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Jonesboro biomass plant fires up for the first time in months, then shuts off

By Darren Fishell, BDN Staff
Gabor Degre | BDN | BDN
Gabor Degre | BDN | BDN
A truck delivers wood chips to the Covanta Energy's West Enfield facility, Jan. 7, 2016.

A biomass plant in Jonesboro could collect up to $81,000 in taxpayer subsidies for July, coming back online July 5 after an outage that started at 5 p.m. on March 23.

But the restart by operator Stored Solar lasted only until the early morning hours of July 22, and the company’s second biomass facility in West Enfield remained offline after cutting production mid-June.

The sporadic outages show continued troubles for the company that sparked complaints of nonpayment from loggers and has so far produced less than half the power it expected to when regulators approved giving it a subsidy for its electricity.

As a result, the company that has generated enough power to collect about $1 million in state subsidies has missed out on about $1.3 million in subsidies intended to make their way to employees of the facilities and, primarily, back into the woods to support loggers hit hard by the decline of Maine’s paper industry.

Stored Solar also has touted big plans for its biomass plants as it rejected the notion that it’s getting a taxpayer subsidy, preferring to call the money a “bio-economy on-ramp incentive.”

[ Maine’s $13M bailout of biomass plants will mean jobs, but at a cost of $23,700 each]

That plan involves a $240 million biorefinery in East Millinocket and a search for other companies to locate near its biomass plants as customers for waste heat and carbon dioxide from the facilities.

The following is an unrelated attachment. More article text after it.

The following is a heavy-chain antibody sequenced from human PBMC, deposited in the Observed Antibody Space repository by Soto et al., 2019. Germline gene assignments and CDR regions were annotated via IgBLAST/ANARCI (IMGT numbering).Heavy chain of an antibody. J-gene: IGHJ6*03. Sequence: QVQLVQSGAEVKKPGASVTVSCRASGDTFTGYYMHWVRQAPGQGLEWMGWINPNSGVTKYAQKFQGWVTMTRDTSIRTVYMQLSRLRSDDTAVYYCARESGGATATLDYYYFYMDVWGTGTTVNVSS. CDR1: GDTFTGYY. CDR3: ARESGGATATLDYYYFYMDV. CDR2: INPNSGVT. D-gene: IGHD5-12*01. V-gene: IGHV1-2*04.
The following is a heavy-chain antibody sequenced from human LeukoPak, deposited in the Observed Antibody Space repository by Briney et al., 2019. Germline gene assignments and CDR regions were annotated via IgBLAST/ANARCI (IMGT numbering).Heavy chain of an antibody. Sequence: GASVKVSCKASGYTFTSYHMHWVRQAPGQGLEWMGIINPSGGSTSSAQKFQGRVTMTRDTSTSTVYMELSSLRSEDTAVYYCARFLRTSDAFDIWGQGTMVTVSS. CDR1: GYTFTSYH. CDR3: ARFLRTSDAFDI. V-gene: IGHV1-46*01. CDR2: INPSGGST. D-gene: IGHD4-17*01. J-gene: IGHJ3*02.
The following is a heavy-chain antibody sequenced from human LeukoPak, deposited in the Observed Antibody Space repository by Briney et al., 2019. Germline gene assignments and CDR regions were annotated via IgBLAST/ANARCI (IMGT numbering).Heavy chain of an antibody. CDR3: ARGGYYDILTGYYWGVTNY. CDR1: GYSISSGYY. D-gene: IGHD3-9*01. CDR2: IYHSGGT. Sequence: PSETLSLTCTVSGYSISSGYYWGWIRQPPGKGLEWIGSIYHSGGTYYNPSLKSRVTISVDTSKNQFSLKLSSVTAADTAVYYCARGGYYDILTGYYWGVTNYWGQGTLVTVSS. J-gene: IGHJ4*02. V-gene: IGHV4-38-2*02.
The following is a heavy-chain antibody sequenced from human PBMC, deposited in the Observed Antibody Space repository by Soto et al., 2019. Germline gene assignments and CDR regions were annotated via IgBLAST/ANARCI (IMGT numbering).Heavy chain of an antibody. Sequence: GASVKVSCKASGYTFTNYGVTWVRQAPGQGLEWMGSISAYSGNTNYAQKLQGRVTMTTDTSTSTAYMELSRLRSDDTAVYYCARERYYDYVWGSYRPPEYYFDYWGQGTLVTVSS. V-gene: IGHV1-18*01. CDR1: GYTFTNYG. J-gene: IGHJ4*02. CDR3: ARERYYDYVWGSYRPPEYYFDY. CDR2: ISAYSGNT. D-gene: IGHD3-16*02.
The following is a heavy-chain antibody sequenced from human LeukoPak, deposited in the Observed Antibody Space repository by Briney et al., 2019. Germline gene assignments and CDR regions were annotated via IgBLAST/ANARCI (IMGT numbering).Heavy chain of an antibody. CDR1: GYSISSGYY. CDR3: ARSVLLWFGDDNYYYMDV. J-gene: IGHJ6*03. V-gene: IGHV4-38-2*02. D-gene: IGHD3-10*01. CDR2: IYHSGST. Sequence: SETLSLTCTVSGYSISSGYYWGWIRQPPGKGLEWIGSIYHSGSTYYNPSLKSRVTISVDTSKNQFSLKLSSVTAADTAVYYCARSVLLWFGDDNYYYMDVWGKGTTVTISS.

[ Developers eye East Millinocket as heart of $240M biomass venture]

The newcomer to Maine’s biomass industry is competing with the state’s other operator of standalone biomass plants, ReEnergy, which is also seeking new lines of business as the only way to keep the facilities running without subsidies.

[ One town’s effort to save Maine’s forest economy reflects a statewide hope]

It’s unclear how much of the $13.4 million subsidy will reach the company, as the amount can be reduced if the company doesn’t maintain contractual employment levels and spend a certain amount on Maine wood and improvements to the facilities.

Lawmakers approved the subsidy arrangement in a 2016 bailout, directing the Maine Public Utilities Commission to evaluate bids from potential generators. The commission will review each company’s economic contributions at the end of the year.

Between its two facilities, Stored Solar operated at about 25 percent of its projected capacity in July, up from about 20 percent in June, but much lower than the beginning of the year.

The company attributed the shutdown in Jonesboro to a boiler leak and trouble sourcing wood during mud season, though the shutdown lingered until July 5.

Two other biomass plants, run by ReEnergy in Ashland and Fort Fairfield, racked up about another $600,000 in taxpayer subsidies for the month, putting their total at nearly $2.7 million since they began operating under the subsidy deal in March.

 


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